[Gllug] Microsoft was distributing Ubuntu

Richard Jones rich at annexia.org
Tue Jun 26 10:31:28 UTC 2007

On Mon, Jun 25, 2007 at 11:27:06PM +0100, Bernard Peek wrote:
> In message <20070625114512.GA22040 at furbychan.cocan.org>, Richard Jones 
> <rich at annexia.org> writes
> >They wouldn't muscle _in_ on Linux because the license prevents them
> >from embracing and extended the code,
> It doesn't. Microsoft could embrace and extend the Linux kernel, 
> effectively forcing all of the other distros to re-engineer their own 
> kernels to maintain compatibility with the new de facto standard. They 
> could throw in some binary components that everyone else would have to 
> license and make some money.

Right, so your position is that Microsoft will blatantly disregard the
law and the licensing terms of the kernel.

> The recent patent agreements haven't been made to protect Linux distros 
> from patent issues. They have been created so that Microsoft can produce 
> its own Linux without fear of lawsuits.

Microsoft are going to introduce their own Linux?  This is a good
troll ...

> > and because there is no way that
> >Microsoft could turn around the company and become a pure support
> >organisation which could compete with the likes of IBM, Red Hat, etc.
> Bill Gates executed a similar turnaround when Silicon Valley told him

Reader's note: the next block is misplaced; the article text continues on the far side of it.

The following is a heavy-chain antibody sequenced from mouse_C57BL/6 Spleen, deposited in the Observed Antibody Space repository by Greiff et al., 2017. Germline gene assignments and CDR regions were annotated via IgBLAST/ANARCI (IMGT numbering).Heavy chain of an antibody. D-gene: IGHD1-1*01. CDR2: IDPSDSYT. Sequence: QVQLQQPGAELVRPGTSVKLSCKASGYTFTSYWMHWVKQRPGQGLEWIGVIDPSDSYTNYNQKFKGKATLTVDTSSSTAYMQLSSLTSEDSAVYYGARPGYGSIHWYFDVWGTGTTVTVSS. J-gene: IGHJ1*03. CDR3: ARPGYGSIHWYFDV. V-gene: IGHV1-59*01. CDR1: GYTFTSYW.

> about the Internet. A friend of mine was in the audience and watched it 
> all happen. It took Microsoft six weeks to become an Internet based 
> company. Don't underestimate them.

They didn't "become an internet based company".  They bought a browser
off someone else and released it, then worked hard to bundle their
proprietary stuff into it (the exact opposite of the cooperation that
the web was designed to foster), and illegally leveraged their Windows
deals with ISVs to ensure that every ISV had Microsoft's browser on
the desktop, cutting off Netscape's air supply.

> >Their culture is proprietary, in-house, Windows, uncooperative.  It's
> >almost directly the opposite of what is needed to collaborate with
> >upstream developers to build supportable solutions in a Unix culture.
> They don't have to collaborate with upstream developers, there aren't 
> going to be any.

What are you on about ...

> >Anyhow, the signs are that Microsoft are efficiently putting
> >themselves out of business at the moment, so I'm not too worried.
> Their current business isn't supportable in the long term because Linux 
> is holding down their margin on new sales, and Vista isn't the success 

Ha ha.  Microsoft have a ~ 80% margin on Windows sales.  (86% in 2002,
77% in 2006).

> they badly needed. But their exit plan has been up and running for 
> nearly ten years now, I expect to see the results - at a guess Microsoft 
> Linux in October 2008 (except that it won't use the Linux kernel.)

Oh man, well I guess we've just got 14 months to wait to see how
ridiculous your prediction is.


Richard Jones
Red Hat
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